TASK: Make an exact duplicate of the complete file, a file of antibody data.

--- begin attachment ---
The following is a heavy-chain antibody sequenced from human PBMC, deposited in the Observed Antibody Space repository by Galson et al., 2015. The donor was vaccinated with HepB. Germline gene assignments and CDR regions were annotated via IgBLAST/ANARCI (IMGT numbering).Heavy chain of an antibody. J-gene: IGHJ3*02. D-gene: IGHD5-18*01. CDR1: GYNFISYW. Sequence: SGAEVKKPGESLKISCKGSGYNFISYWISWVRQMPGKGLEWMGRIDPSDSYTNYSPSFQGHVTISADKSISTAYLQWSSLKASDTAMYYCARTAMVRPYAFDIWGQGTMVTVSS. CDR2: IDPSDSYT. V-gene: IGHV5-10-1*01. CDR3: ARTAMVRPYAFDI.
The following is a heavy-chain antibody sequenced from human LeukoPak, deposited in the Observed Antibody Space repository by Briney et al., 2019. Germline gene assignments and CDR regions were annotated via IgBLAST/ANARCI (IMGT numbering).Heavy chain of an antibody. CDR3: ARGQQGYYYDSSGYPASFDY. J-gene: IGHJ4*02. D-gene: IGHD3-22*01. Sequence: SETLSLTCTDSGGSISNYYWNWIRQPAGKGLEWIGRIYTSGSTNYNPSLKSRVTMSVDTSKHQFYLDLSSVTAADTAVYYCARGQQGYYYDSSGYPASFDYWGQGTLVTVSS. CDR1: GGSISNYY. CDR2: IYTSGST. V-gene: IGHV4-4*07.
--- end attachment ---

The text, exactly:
The following is a heavy-chain antibody sequenced from human PBMC, deposited in the Observed Antibody Space repository by Galson et al., 2015. The donor was vaccinated with HepB. Germline gene assignments and CDR regions were annotated via IgBLAST/ANARCI (IMGT numbering).Heavy chain of an antibody. J-gene: IGHJ3*02. D-gene: IGHD5-18*01. CDR1: GYNFISYW. Sequence: SGAEVKKPGESLKISCKGSGYNFISYWISWVRQMPGKGLEWMGRIDPSDSYTNYSPSFQGHVTISADKSISTAYLQWSSLKASDTAMYYCARTAMVRPYAFDIWGQGTMVTVSS. CDR2: IDPSDSYT. V-gene: IGHV5-10-1*01. CDR3: ARTAMVRPYAFDI.
The following is a heavy-chain antibody sequenced from human LeukoPak, deposited in the Observed Antibody Space repository by Briney et al., 2019. Germline gene assignments and CDR regions were annotated via IgBLAST/ANARCI (IMGT numbering).Heavy chain of an antibody. CDR3: ARGQQGYYYDSSGYPASFDY. J-gene: IGHJ4*02. D-gene: IGHD3-22*01. Sequence: SETLSLTCTDSGGSISNYYWNWIRQPAGKGLEWIGRIYTSGSTNYNPSLKSRVTMSVDTSKHQFYLDLSSVTAADTAVYYCARGQQGYYYDSSGYPASFDYWGQGTLVTVSS. CDR1: GGSISNYY. CDR2: IYTSGST. V-gene: IGHV4-4*07.